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8 Things to Include When Marketing Your Offering to Advisors

Post on: April 3, 2018 | Ricky Segers | 1


Many issuers rely on their own investor networks, but if you are seeking a broader reach for your offering, marketing to registered investment advisors (RIAs) may represent a great supplemental distribution channel opportunity. However, marketing to RIAs should be approached differently than marketing to retail investors.

On paper, unregistered securities investments carry the same risks to advisors as they do to retail investors. Both groups are presented with the same PPMs, citing the same risks of illiquidity, long hold periods, and reliance on management. But, RIAs take on an additional risk, as the performance of investments they recommend can affect their reputation and business or even land them in legal trouble.

Using our experience in marketing to our network of RIAs, we have compiled a list of suggestions for inclusion in your offering setup and marketing materials. While there is no guarantee that having all of these characteristics will lead to success in attaining capital commitments, they may help you develop a strategy for broadening your interested investor-base.

Historical Track Record and Performance

As noted previously, investment advisors carry additional non-offering-related risks when using client assets, putting their own reputation on the line. The first job of the advisor is to protect and grow client assets, so if a security has a high degree of risk, like an operating company does, or is not asset backed, it might be tough to get advisor consideration unless the investment opportunity is a proven concept. Once an advisor commits client money to a security under Regulation D, 506(b) or 506(c) exemptions, for example, they are trusting that money in the hands of the issuer manager for a prolonged period of time with no guarantee of a return.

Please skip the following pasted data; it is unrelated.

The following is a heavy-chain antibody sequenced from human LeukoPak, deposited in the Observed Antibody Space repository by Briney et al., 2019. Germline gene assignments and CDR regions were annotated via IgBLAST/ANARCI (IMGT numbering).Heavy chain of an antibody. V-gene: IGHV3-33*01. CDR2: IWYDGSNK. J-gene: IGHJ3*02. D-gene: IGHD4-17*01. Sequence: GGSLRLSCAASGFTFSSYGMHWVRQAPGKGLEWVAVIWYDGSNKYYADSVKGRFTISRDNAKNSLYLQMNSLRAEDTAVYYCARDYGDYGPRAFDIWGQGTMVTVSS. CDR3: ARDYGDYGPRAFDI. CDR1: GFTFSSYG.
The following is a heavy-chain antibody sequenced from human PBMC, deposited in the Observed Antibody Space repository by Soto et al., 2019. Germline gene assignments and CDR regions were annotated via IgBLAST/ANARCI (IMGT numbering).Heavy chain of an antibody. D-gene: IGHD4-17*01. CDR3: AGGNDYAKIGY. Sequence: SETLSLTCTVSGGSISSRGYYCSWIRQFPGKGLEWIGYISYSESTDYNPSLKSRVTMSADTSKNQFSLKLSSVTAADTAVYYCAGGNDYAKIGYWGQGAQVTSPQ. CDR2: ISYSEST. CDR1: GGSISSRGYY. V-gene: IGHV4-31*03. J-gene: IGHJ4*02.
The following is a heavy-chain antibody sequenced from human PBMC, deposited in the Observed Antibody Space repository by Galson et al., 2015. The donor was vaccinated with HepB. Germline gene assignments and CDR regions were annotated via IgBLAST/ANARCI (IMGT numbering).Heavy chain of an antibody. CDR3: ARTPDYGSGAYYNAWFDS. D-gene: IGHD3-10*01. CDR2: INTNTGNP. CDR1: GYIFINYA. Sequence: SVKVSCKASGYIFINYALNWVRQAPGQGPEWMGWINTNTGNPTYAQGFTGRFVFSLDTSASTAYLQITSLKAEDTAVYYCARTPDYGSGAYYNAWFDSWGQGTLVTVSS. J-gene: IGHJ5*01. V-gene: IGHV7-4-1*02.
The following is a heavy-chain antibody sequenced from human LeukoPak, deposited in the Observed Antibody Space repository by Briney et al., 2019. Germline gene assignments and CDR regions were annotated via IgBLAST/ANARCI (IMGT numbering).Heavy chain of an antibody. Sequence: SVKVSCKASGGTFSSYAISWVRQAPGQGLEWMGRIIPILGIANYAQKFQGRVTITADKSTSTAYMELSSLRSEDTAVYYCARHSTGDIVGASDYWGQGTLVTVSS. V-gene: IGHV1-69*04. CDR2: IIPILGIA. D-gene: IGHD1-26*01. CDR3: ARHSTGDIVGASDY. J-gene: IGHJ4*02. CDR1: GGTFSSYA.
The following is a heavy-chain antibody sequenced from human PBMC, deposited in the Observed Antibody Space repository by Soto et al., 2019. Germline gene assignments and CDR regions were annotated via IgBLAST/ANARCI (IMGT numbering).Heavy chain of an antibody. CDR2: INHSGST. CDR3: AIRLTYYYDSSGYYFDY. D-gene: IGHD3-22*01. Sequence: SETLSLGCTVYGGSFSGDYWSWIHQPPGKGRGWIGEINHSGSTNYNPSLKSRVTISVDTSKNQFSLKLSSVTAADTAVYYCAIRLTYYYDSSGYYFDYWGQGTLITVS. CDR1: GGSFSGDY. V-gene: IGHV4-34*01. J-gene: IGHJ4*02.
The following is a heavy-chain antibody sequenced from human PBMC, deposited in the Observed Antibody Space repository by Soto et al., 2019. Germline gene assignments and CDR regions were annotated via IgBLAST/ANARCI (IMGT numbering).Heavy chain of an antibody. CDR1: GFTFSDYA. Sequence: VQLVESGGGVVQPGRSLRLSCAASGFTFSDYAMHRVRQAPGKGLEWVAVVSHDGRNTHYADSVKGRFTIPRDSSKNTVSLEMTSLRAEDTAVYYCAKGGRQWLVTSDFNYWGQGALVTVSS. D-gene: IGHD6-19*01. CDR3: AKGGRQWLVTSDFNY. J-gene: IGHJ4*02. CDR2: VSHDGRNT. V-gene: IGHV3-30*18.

While past performance is not an indicator of future success, RIAs may look for strong, risk-adjusted historical returns to boost their confidence in the abilities of a management team. Advisors may feel more comfortable placing client assets with the more experienced team.

If your management team has a successful track record or other relevant experience, be sure to highlight this information in your marketing materials.

Clearly Defined Return Structure with Near-Term and Long-Term Objectives

Advisors’ investor clients may have different investment strategies and goals, and some investors may not be suitable for illiquid investments with long hold periods. However, investments that already provide regular monthly returns may be more accessible to these types of investors than investments that force investors to rely on a cumulative future distribution that may or may not ever materialize. Offerings that are structured to pay frequent near-term distributions may be more attractive to advisors who have income oriented clients. Structured returns serve as clear definitions for advisors when talking to their clients about investment program expectations. Projected returns, however, are difficult to model and forecast. In many cases, a pro-forma is only as valuable as the experience and historical track record of the creator.